'Three Kings' Strikes Indie Tone on Studio's Dime

In a one-upmanship town like Hollywood, it's downright shocking when direct competitors generate strong, positive buzz about another studio's movie.

For several weeks now, executives all over town have been talking up Warner Bros.' release Friday of writer-director David O. Russell's "Three Kings," a politically charged action-drama picture set at the end of the Persian Gulf War that stars George Clooney, Mark Wahlberg and Ice Cube.

So why all the fuss about a movie that some top Warner executives had serious trepidation about green-lighting in the first place?

The story, about the misadventures of a band of greedy American rogue soldiers who turn heroic after going behind enemy lines to heist gold stolen by Iraqi President Saddam Hussein, is thematically reminiscent of such earlier films as "The Treasure of the Sierra Madre" and "Kelly's Heroes."

What sets it apart, and even has rival execs rooting for it, is an out-there style normally reserved for independent films, not big-budget studio fare.

Russell said he looks at "Three Kings" as "an independent film done on a studio budget."

Indeed, as Warner's rivals are first to remark, it's Russell's off-center narrative and unconventional filmic style that distinguish "Three Kings" as wildly original-- the kind of film Hollywood doesn't produce enough but is often rewarded for when it does. (Think of this summer's sleeper hit "The Blair Witch Project.")

Russell employs ironic, war-themed humor even darker than "MASH" and uses unusual cinematic tricks with camera moves, atypical film stocks such as Ektachrome (normally used in home still cameras) and manic editing techniques to bring across the surreal, chaotic nature of modern warfare.

"Three Kings" was the 41-year-old's first studio film and most ambitious project yet, following his two more personal independent features, "Spanking the Monkey" and "Flirting With Disaster."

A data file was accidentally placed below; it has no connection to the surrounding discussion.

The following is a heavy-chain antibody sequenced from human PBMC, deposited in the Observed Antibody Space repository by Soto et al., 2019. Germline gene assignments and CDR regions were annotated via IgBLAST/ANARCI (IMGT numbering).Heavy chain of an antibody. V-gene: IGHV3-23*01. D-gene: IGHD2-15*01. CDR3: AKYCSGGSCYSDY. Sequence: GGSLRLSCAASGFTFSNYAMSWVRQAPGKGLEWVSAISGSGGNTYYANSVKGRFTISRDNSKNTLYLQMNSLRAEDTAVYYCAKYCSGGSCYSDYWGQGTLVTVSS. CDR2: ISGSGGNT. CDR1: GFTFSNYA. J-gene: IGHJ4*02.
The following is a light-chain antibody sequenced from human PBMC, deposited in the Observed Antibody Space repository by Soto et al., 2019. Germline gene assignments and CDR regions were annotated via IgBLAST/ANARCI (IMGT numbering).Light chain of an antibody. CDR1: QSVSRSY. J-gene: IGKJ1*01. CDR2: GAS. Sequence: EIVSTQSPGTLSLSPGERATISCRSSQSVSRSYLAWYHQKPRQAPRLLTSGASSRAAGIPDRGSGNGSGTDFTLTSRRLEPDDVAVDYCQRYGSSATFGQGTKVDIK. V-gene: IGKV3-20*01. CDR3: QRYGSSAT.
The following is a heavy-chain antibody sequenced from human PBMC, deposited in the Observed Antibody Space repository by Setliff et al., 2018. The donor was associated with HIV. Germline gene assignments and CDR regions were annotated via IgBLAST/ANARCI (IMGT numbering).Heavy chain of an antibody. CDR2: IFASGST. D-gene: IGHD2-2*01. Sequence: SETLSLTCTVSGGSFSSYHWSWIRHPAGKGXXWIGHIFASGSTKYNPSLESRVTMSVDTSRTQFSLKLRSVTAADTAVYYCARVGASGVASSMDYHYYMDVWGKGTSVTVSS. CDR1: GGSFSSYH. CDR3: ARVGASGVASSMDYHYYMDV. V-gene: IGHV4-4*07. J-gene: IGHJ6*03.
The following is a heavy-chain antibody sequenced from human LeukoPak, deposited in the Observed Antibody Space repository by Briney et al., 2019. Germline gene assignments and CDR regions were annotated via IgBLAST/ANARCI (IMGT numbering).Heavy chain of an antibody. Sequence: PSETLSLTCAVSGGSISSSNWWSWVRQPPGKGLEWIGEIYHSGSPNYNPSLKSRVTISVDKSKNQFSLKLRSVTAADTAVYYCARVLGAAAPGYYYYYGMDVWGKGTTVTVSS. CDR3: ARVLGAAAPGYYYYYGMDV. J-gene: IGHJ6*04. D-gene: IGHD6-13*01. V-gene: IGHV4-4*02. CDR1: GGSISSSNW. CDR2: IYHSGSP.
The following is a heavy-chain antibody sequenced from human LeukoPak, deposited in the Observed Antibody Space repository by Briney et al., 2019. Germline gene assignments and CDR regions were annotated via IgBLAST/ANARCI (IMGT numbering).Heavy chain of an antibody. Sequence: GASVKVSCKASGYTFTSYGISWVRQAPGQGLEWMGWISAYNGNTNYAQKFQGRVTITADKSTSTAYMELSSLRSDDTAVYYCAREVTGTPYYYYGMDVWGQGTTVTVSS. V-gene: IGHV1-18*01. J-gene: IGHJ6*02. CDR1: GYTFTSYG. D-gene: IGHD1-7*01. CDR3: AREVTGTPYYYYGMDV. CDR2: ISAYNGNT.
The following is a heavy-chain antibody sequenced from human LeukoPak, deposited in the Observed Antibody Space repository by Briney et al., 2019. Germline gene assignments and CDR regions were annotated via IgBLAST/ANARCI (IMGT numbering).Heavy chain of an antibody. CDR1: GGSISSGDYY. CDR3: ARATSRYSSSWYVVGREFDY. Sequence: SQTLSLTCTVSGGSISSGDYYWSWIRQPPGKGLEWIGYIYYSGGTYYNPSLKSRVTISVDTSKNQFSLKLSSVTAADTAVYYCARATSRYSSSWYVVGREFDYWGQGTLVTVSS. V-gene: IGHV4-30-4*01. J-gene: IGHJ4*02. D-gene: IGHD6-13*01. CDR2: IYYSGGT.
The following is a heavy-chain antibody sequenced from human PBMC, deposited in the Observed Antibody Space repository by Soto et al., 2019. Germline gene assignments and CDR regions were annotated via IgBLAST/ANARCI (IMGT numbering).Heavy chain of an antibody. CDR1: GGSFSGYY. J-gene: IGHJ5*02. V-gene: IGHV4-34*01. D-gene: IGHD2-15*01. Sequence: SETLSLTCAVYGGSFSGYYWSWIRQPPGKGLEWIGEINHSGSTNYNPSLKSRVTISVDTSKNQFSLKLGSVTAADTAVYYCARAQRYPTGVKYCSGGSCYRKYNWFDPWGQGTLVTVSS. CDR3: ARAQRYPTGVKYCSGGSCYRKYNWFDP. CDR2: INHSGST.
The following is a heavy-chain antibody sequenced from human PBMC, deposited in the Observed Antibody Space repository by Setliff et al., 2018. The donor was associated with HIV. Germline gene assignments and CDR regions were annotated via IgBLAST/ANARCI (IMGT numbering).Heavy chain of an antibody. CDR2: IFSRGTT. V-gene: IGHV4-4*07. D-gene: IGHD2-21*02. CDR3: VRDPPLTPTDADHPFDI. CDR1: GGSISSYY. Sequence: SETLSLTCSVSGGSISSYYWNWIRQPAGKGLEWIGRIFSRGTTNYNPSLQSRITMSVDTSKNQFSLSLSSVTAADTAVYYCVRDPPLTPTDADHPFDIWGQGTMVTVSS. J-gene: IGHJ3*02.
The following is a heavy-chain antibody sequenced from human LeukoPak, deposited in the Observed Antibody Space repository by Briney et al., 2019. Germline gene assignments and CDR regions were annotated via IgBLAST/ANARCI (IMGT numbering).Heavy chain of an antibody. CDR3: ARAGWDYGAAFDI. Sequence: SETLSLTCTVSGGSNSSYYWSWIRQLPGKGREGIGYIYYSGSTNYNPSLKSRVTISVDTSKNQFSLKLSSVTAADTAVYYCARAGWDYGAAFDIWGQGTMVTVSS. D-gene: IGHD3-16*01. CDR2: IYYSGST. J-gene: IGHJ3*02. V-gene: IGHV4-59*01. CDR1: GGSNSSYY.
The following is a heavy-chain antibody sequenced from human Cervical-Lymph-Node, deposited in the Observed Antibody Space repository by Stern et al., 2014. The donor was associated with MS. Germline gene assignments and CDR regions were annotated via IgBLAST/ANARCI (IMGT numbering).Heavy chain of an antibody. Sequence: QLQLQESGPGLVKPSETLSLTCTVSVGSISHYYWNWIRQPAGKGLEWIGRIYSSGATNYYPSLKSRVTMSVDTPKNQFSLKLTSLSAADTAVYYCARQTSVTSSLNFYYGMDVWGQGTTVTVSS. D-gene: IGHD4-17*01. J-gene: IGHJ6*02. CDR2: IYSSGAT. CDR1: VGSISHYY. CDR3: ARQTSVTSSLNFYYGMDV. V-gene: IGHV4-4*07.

"The guidepost for me was the movies I grew up with in the '70s that were made by studios but were independently minded," said Russell, citing films such as "Klute," "Dog Day Afternoon," "Chinatown" and "Shampoo."

The movie, co-financed by Village Roadshow Pictures, cost close to $50 million with re-shoots.

"Three Kings" was a risky movie for Warner to back, given its political theme: The story unflinchingly blames the Bush administration for allegedly abandoning Iraqi civilians at the end of the war after encouraging them to rise against Hussein and pledging its help. In fact, the project was the subject of much heated internal debate about whether or not it should be made at all.

The project's strongest advocate, production President Lorenzo di Bonaventura, is said to have met with intense resistance above and below him before the production was ultimately given the go-ahead.

"Most of the great movies at Warner Bros. have had the hottest internal debates," he said, referring to other controversial releases from the studio, such as "Falling Down" and "The Matrix." Di Bonaventura noted how such works "break the formula in one way or another."

Warner faced the inherent danger of backing a film that takes a strong position on the sensitive political question of America's role in the Middle East.

Russell said that when he first started to write, "politics was never an issue. . . . They knew the kind of movie I wanted to do, and they assured me that had worked with other [fiercely independent] directors like Oliver Stone . . . and knew it was going to be different."